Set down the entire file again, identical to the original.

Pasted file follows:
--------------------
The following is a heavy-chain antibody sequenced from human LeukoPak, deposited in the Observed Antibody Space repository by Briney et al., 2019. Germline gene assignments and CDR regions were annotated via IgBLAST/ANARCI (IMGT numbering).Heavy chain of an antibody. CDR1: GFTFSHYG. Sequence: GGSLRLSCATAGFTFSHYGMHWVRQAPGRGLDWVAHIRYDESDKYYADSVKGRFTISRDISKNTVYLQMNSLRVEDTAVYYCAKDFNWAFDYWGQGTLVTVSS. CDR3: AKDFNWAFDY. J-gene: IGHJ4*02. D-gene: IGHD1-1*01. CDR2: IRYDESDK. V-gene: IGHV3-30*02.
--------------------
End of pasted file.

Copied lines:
The following is a heavy-chain antibody sequenced from human LeukoPak, deposited in the Observed Antibody Space repository by Briney et al., 2019. Germline gene assignments and CDR regions were annotated via IgBLAST/ANARCI (IMGT numbering).Heavy chain of an antibody. CDR1: GFTFSHYG. Sequence: GGSLRLSCATAGFTFSHYGMHWVRQAPGRGLDWVAHIRYDESDKYYADSVKGRFTISRDISKNTVYLQMNSLRVEDTAVYYCAKDFNWAFDYWGQGTLVTVSS. CDR3: AKDFNWAFDY. J-gene: IGHJ4*02. D-gene: IGHD1-1*01. CDR2: IRYDESDK. V-gene: IGHV3-30*02.